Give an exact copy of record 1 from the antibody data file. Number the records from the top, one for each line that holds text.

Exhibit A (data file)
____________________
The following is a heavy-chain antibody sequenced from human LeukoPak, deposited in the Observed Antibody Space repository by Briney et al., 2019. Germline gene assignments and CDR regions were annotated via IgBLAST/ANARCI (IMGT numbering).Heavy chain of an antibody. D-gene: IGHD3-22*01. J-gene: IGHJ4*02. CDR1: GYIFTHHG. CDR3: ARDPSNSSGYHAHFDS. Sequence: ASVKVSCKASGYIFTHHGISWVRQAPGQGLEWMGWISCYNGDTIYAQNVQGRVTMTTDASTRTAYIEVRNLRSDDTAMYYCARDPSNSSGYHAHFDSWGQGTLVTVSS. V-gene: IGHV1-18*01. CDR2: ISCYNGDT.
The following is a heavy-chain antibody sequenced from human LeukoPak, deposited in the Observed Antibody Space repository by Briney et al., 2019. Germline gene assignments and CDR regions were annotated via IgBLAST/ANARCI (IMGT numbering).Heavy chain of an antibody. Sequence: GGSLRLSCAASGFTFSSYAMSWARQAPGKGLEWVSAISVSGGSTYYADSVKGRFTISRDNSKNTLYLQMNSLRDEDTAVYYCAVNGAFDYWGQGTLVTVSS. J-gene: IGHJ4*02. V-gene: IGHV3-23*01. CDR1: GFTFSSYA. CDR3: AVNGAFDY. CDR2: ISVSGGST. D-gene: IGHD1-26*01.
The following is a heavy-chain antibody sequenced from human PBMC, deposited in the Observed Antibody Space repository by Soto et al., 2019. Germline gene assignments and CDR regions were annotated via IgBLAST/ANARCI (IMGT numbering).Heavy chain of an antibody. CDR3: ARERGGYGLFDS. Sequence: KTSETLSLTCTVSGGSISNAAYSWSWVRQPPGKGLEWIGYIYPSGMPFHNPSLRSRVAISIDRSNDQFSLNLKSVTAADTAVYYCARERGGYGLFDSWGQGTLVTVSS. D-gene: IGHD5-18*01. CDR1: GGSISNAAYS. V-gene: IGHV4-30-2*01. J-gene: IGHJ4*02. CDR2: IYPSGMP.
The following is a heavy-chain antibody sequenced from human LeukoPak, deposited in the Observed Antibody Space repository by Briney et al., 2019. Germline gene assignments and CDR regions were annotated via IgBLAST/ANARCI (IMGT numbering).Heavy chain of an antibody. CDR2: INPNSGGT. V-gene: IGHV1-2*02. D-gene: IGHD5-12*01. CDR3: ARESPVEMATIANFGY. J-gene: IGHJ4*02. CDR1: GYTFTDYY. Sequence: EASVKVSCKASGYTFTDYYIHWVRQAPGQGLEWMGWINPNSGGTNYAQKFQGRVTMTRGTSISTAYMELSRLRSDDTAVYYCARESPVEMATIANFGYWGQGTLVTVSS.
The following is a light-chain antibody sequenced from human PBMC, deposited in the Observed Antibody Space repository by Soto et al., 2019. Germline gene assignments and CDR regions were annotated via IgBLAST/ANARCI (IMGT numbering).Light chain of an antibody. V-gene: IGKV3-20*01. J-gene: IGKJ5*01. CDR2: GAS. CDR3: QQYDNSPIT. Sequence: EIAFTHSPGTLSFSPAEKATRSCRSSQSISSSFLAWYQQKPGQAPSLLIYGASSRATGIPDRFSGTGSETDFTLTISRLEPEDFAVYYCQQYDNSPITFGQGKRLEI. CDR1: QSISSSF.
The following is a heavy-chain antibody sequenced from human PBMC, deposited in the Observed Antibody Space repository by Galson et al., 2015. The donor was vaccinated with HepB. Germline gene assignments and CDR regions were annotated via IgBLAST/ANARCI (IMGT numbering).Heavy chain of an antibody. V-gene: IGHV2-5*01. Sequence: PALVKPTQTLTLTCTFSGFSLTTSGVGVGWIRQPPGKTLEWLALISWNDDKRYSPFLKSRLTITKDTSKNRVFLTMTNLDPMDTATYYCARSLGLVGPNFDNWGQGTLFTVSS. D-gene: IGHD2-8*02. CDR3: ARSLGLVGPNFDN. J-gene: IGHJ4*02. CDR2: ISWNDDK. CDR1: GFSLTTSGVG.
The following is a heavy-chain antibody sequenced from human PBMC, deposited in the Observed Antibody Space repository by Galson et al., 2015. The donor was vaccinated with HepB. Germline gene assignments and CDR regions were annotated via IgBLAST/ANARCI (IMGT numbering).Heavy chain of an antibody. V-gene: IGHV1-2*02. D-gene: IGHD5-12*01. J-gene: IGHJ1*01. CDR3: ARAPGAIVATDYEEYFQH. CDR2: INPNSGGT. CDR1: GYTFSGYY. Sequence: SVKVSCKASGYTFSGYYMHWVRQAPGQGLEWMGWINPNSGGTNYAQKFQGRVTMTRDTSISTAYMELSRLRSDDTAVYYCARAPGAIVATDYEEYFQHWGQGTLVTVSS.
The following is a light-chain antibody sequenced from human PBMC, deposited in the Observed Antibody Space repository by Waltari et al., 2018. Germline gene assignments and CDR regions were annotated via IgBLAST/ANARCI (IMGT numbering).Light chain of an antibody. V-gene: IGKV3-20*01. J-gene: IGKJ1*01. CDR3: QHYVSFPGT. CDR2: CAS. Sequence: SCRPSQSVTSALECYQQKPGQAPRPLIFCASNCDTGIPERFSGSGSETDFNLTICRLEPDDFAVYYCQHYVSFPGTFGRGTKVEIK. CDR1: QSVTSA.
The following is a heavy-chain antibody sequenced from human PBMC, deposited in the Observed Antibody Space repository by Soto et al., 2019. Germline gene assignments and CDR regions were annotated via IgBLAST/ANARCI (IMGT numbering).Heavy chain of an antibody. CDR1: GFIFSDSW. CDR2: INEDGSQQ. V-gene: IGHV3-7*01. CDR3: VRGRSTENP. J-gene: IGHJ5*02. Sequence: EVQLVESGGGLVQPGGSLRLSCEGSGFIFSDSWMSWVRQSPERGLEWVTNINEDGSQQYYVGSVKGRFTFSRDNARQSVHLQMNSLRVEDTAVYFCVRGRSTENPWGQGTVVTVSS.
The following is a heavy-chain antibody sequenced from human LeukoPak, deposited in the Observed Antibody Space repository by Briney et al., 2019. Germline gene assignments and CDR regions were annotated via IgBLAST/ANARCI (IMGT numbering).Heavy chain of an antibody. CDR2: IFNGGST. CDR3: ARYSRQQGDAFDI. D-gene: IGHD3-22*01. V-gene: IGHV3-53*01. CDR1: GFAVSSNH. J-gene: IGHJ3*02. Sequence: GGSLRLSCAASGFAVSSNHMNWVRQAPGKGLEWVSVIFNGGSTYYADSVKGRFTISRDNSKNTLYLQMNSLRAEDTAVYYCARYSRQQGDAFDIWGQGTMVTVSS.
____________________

The following is a heavy-chain antibody sequenced from human LeukoPak, deposited in the Observed Antibody Space repository by Briney et al., 2019. Germline gene assignments and CDR regions were annotated via IgBLAST/ANARCI (IMGT numbering).Heavy chain of an antibody. D-gene: IGHD3-22*01. J-gene: IGHJ4*02. CDR1: GYIFTHHG. CDR3: ARDPSNSSGYHAHFDS. Sequence: ASVKVSCKASGYIFTHHGISWVRQAPGQGLEWMGWISCYNGDTIYAQNVQGRVTMTTDASTRTAYIEVRNLRSDDTAMYYCARDPSNSSGYHAHFDSWGQGTLVTVSS. V-gene: IGHV1-18*01. CDR2: ISCYNGDT.